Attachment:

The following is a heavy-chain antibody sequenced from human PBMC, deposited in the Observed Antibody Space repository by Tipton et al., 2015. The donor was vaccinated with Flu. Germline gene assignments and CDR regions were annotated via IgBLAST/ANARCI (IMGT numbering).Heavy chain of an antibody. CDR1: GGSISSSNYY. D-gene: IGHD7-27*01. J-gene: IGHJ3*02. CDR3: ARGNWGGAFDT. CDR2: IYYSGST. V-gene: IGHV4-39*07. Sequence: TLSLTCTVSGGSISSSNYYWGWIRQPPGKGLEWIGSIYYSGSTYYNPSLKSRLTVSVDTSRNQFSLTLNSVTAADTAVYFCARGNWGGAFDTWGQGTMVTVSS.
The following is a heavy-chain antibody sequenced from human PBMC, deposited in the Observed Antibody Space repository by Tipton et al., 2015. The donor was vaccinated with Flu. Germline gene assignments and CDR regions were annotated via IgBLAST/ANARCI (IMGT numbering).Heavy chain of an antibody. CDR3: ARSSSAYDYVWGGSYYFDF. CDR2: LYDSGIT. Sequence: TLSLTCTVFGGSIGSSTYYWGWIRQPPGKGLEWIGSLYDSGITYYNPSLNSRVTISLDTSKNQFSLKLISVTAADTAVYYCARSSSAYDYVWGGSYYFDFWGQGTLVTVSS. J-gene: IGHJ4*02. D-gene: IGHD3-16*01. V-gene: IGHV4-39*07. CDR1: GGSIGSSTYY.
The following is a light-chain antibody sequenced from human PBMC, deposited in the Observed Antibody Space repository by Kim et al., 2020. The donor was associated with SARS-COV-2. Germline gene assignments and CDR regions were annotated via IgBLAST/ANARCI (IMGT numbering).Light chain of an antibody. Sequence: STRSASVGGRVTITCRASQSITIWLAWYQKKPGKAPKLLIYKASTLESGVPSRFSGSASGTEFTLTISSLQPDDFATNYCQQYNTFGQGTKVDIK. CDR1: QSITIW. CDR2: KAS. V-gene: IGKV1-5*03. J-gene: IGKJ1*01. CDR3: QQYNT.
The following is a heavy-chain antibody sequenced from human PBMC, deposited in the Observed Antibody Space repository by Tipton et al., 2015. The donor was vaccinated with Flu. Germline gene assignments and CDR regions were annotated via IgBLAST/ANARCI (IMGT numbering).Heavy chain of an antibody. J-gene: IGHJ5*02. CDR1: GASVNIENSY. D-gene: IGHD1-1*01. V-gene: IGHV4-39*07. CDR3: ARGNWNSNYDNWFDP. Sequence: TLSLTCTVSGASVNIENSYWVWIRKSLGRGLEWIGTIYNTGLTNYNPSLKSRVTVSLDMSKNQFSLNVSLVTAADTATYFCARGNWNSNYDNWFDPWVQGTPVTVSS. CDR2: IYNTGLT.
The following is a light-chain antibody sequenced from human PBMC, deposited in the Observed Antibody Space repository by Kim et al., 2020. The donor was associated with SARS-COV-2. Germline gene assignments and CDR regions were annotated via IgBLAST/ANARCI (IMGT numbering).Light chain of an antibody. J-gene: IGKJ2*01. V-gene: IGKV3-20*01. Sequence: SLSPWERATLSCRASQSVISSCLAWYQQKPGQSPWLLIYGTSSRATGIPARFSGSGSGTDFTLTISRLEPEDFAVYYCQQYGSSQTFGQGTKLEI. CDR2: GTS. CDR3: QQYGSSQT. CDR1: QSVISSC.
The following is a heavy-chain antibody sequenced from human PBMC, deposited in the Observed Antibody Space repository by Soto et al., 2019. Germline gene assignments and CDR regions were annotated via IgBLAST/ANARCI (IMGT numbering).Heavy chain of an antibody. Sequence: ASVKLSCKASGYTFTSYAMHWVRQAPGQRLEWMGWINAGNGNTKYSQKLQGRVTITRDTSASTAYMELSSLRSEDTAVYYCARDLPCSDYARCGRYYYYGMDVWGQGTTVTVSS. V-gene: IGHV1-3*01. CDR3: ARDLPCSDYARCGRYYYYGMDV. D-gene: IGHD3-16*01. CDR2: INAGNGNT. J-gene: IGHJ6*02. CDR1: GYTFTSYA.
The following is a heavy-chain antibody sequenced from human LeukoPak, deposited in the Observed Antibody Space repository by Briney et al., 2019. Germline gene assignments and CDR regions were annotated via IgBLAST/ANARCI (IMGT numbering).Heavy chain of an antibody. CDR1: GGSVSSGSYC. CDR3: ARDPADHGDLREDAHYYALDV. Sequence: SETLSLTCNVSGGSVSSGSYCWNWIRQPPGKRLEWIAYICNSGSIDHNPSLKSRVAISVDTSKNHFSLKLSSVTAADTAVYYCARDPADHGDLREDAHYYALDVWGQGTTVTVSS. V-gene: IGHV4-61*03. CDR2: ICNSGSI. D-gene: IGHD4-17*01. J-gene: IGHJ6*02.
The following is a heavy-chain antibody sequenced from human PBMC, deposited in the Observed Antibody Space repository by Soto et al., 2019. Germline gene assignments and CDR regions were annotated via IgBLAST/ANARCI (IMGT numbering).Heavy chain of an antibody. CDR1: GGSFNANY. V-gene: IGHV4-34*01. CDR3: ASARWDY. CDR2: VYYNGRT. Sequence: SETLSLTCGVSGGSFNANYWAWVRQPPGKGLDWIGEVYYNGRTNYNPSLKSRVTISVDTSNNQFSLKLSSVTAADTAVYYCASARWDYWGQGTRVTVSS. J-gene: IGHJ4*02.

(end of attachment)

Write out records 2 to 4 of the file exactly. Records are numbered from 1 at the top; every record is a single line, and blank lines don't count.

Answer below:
The following is a heavy-chain antibody sequenced from human PBMC, deposited in the Observed Antibody Space repository by Tipton et al., 2015. The donor was vaccinated with Flu. Germline gene assignments and CDR regions were annotated via IgBLAST/ANARCI (IMGT numbering).Heavy chain of an antibody. CDR3: ARSSSAYDYVWGGSYYFDF. CDR2: LYDSGIT. Sequence: TLSLTCTVFGGSIGSSTYYWGWIRQPPGKGLEWIGSLYDSGITYYNPSLNSRVTISLDTSKNQFSLKLISVTAADTAVYYCARSSSAYDYVWGGSYYFDFWGQGTLVTVSS. J-gene: IGHJ4*02. D-gene: IGHD3-16*01. V-gene: IGHV4-39*07. CDR1: GGSIGSSTYY.
The following is a light-chain antibody sequenced from human PBMC, deposited in the Observed Antibody Space repository by Kim et al., 2020. The donor was associated with SARS-COV-2. Germline gene assignments and CDR regions were annotated via IgBLAST/ANARCI (IMGT numbering).Light chain of an antibody. Sequence: STRSASVGGRVTITCRASQSITIWLAWYQKKPGKAPKLLIYKASTLESGVPSRFSGSASGTEFTLTISSLQPDDFATNYCQQYNTFGQGTKVDIK. CDR1: QSITIW. CDR2: KAS. V-gene: IGKV1-5*03. J-gene: IGKJ1*01. CDR3: QQYNT.
The following is a heavy-chain antibody sequenced from human PBMC, deposited in the Observed Antibody Space repository by Tipton et al., 2015. The donor was vaccinated with Flu. Germline gene assignments and CDR regions were annotated via IgBLAST/ANARCI (IMGT numbering).Heavy chain of an antibody. J-gene: IGHJ5*02. CDR1: GASVNIENSY. D-gene: IGHD1-1*01. V-gene: IGHV4-39*07. CDR3: ARGNWNSNYDNWFDP. Sequence: TLSLTCTVSGASVNIENSYWVWIRKSLGRGLEWIGTIYNTGLTNYNPSLKSRVTVSLDMSKNQFSLNVSLVTAADTATYFCARGNWNSNYDNWFDPWVQGTPVTVSS. CDR2: IYNTGLT.